Sunday, June 03, 2012

the rhythm of awkward

    Fidgeting in my place on the floor, I checked the time repeatedly. The event was only running for an hour and a half, and some speakers in the circle shared beyond being short and sweet. I was in an impatient mood; my day hadn't been going well. Though I tried to suppress my restlessness (as it is rude and rather disrespectful), I honestly didn't care if I was thought to be in a bad mood or not in a socially accepted mood in public. It was one of those days.

Then I wondered the appropriateness of exiting the room. How should I get out as smoothly as I can? Even if I waited till the end of her experience-sharing to leave, it would be glaringly obvious. We were seated in an informal circle of about 20 people within the confines of a room; therefore, no chance of edging away slowly without being noticed. Plus, should I inform the person who invited me? That would be the polite thing to do, isn't it? She was the MC and seated just 5 people away. Though to get to her, I would have to cross in front of those 5 people.

I imagined how awkward it would make things. Then hour was almost up and the MCs are so near in heaving a sigh of a job well done. How would a person leaving the room affect them? I was reluctant to break their rhythm, like a child who presses a key on a piano where the pianist is in the middle of a piece. He had no business in that interruption, and same goes to me if I could help it.... but what if you do? If the moment the current speaker ends her speech, I stand up as discreetly as I can (breaking the circle), quietly grab my shoes and make my way out of there with the squeaky door.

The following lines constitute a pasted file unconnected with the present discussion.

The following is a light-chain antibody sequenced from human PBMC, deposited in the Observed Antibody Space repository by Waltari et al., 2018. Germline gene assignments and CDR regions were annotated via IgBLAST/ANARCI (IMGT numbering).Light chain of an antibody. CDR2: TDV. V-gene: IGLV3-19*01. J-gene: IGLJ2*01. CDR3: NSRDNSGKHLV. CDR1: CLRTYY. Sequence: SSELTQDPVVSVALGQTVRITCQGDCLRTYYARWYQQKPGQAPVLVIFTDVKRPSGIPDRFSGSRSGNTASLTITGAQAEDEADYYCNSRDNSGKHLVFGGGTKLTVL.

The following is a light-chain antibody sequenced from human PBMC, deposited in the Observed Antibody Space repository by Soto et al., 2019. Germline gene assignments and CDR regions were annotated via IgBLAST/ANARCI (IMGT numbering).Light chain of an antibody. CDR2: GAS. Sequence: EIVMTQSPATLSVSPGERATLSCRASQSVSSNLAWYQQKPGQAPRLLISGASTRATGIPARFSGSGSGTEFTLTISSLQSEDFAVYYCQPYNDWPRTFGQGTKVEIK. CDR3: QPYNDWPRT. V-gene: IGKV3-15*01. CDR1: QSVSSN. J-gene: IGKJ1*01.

For a while after, I entertained the thought of what is awkwardness. Is it coined for people who made other people break their rhythm? Because it's not a nice feeling. Or automated actions of a waitress in a restaurant. Most people come in, sit at a table, have a look at the menu, order, eat, pay up and leave. Sure, there are some people who throw their flow off their tracks; fussy and demanding customers. But that's expected. It's still within the clockwork. What happens if a patron comes in breaking the unwritten flow of things? Instead of sitting down and ordering their food, they do so over the dessert counter. At their table, they decline the menu. When waiter brings the food, he finds that the patron is crying. Would that make him uncomfortable? Because there had been a breach of silent rhythm rules and certain emotions, like sex, ought to be behind doors. Not in public.

Back into the room, 2 speakers have gone by since, and the final speaker drones on with flowery words. I thought for a bit. Was it worth the effort to risk jarring the mundane flow of the room, making people feel awkward and uncomfortable? Nah, I decided. I'm too weary for that now. Then I relaxed my escape-eager limbs and soothed my impatience in that it will be over soon.




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